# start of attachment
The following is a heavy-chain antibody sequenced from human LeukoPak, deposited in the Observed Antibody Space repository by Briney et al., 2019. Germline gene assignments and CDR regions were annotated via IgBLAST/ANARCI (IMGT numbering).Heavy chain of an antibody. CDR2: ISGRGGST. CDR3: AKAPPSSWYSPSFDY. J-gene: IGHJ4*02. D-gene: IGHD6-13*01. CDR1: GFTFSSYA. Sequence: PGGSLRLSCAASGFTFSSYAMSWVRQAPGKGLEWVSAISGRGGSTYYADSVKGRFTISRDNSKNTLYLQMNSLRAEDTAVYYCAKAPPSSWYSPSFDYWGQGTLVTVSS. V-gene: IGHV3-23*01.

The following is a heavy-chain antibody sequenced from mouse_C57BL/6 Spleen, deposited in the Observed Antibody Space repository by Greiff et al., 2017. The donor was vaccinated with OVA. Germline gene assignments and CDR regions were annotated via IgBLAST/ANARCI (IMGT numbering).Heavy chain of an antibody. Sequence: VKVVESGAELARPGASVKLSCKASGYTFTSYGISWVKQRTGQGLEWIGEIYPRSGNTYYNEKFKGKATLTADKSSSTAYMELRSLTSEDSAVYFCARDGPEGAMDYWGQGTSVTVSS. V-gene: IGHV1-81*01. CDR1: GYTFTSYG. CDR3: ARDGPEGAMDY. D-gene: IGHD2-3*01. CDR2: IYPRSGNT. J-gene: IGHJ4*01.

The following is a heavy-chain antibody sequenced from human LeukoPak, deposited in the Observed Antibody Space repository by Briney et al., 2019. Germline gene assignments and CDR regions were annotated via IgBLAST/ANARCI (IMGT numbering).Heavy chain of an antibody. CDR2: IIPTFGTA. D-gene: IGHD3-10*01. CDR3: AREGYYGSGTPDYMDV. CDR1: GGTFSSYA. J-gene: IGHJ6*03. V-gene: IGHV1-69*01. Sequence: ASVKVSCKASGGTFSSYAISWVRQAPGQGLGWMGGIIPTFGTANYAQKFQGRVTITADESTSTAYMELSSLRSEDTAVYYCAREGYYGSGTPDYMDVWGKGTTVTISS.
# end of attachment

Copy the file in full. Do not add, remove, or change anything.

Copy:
The following is a heavy-chain antibody sequenced from human LeukoPak, deposited in the Observed Antibody Space repository by Briney et al., 2019. Germline gene assignments and CDR regions were annotated via IgBLAST/ANARCI (IMGT numbering).Heavy chain of an antibody. CDR2: ISGRGGST. CDR3: AKAPPSSWYSPSFDY. J-gene: IGHJ4*02. D-gene: IGHD6-13*01. CDR1: GFTFSSYA. Sequence: PGGSLRLSCAASGFTFSSYAMSWVRQAPGKGLEWVSAISGRGGSTYYADSVKGRFTISRDNSKNTLYLQMNSLRAEDTAVYYCAKAPPSSWYSPSFDYWGQGTLVTVSS. V-gene: IGHV3-23*01.

The following is a heavy-chain antibody sequenced from mouse_C57BL/6 Spleen, deposited in the Observed Antibody Space repository by Greiff et al., 2017. The donor was vaccinated with OVA. Germline gene assignments and CDR regions were annotated via IgBLAST/ANARCI (IMGT numbering).Heavy chain of an antibody. Sequence: VKVVESGAELARPGASVKLSCKASGYTFTSYGISWVKQRTGQGLEWIGEIYPRSGNTYYNEKFKGKATLTADKSSSTAYMELRSLTSEDSAVYFCARDGPEGAMDYWGQGTSVTVSS. V-gene: IGHV1-81*01. CDR1: GYTFTSYG. CDR3: ARDGPEGAMDY. D-gene: IGHD2-3*01. CDR2: IYPRSGNT. J-gene: IGHJ4*01.

The following is a heavy-chain antibody sequenced from human LeukoPak, deposited in the Observed Antibody Space repository by Briney et al., 2019. Germline gene assignments and CDR regions were annotated via IgBLAST/ANARCI (IMGT numbering).Heavy chain of an antibody. CDR2: IIPTFGTA. D-gene: IGHD3-10*01. CDR3: AREGYYGSGTPDYMDV. CDR1: GGTFSSYA. J-gene: IGHJ6*03. V-gene: IGHV1-69*01. Sequence: ASVKVSCKASGGTFSSYAISWVRQAPGQGLGWMGGIIPTFGTANYAQKFQGRVTITADESTSTAYMELSSLRSEDTAVYYCAREGYYGSGTPDYMDVWGKGTTVTISS.